Can you donate blood if you smoke weed? Here's what you need to know
It’s well-known that blood is a lifeline—literally—for many Canadians. What is likely less well-known is whether or not people who use cannabis can donate blood to support that lifeline. Well, the answer is a resounding, “Yes.”
“Many people believe that they are deferred because of past marijuana use, but that’s not the case,” says Ross FitzGerald, a strategic communications specialist with the Canadian Blood Services in Ottawa.
Three conditions, however, must be met, FtizGerald makes clear. “If a person is sober, shows no evidence of intoxication and can give consent, they are eligible to donate.” These rules are relatively recent. In April 2018, Canadian Blood Services removed a requirement that donors had to wait 12 hours after cannabis use before they could donate blood.
In addition to donating red blood cells, cannabis users are also eligible to donate plasma, the protein-rich liquid in blood that helps other blood components circulate throughout the body.
Canadian Blood Services, which has overseen blood collection in the country (except Quebec) since 1998, reports that plasma is used to treat trauma and severe bleeding as well as to make products such as immune globulin, used to treat a range of disorders, including autoimmune, neurological and blood disorders.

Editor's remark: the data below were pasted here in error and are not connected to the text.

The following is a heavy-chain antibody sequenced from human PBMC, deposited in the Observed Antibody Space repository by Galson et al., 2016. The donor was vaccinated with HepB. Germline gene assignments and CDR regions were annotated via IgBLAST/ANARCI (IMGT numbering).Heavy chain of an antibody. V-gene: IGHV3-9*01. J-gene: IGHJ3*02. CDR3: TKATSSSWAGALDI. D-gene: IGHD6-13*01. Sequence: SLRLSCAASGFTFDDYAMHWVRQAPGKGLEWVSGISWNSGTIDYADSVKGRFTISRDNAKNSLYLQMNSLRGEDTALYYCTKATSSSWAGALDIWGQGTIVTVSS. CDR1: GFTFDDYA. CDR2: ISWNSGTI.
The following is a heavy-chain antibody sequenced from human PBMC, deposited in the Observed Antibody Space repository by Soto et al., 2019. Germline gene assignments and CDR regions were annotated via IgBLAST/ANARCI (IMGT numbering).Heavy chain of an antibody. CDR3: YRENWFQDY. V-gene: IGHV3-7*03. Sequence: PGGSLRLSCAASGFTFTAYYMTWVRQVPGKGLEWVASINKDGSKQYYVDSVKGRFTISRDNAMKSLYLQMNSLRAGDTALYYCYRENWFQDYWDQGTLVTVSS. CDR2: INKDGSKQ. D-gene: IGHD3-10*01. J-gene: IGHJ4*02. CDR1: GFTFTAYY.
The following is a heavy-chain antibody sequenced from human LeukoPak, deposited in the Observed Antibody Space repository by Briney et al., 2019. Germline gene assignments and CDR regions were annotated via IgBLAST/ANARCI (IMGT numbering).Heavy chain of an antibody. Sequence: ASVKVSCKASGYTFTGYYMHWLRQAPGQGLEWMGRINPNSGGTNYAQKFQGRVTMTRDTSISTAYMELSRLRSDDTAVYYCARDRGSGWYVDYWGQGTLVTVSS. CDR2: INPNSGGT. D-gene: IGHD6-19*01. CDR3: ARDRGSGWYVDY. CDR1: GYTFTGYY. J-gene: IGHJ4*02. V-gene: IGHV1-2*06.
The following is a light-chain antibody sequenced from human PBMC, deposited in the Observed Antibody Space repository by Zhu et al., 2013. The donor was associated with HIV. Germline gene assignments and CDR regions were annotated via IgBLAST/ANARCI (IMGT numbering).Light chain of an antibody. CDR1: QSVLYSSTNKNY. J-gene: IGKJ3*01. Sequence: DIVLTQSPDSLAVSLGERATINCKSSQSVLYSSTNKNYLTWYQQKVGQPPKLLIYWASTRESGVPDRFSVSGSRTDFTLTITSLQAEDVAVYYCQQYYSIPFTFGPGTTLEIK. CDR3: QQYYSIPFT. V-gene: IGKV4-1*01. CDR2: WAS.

Of course, there are a number of factors that will make a person ineligible to donate blood. Age is one of those factors. Donors must be at least 17 years old and meet minimum height and weight requirements. First-time donors up to 23 years of age must also meet specific height and weight restrictions, with anyone older than over 23 needing to weigh at least 50 kg. Residence or travel outside of Canada may also impose a temporary restriction on a would-be donor’s ability to donate blood when back in the country.
Those who have traveled to other countries, including the continental U.S. and Europe, have a waiting period of 21 days after returning home before they can donate blood.
Canadian Blood Services—which provides a complete list of criteria affecting eligibility for blood donation on its website—introduced these criteria in 2016 to identify donors at risk for acquiring illnesses spread by mosquitos, such as the Zika virus, which can cause birth defects. CBC News, reported two years ago that only about 3.4 percent of eligible donors give blood.
In its most recent annual report, Canadian Blood Services noted that in 2017-2018, 410,000 people visited donor centres, up about 1 percent from the previous year. Of these, 101,000 were new donors. In that same year, 730,841 red blood cell units and 30,374 litres of plasma for transfusion were transported to hospitals across the country.
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